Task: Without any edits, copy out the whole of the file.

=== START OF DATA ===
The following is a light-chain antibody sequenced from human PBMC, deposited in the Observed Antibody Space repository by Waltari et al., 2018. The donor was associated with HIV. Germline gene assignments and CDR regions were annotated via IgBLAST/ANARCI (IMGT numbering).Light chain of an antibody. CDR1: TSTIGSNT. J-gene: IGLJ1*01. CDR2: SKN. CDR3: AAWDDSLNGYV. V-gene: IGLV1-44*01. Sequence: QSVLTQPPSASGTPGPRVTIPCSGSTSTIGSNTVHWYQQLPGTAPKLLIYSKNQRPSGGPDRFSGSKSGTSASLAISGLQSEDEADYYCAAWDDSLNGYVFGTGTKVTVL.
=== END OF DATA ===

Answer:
The following is a light-chain antibody sequenced from human PBMC, deposited in the Observed Antibody Space repository by Waltari et al., 2018. The donor was associated with HIV. Germline gene assignments and CDR regions were annotated via IgBLAST/ANARCI (IMGT numbering).Light chain of an antibody. CDR1: TSTIGSNT. J-gene: IGLJ1*01. CDR2: SKN. CDR3: AAWDDSLNGYV. V-gene: IGLV1-44*01. Sequence: QSVLTQPPSASGTPGPRVTIPCSGSTSTIGSNTVHWYQQLPGTAPKLLIYSKNQRPSGGPDRFSGSKSGTSASLAISGLQSEDEADYYCAAWDDSLNGYVFGTGTKVTVL.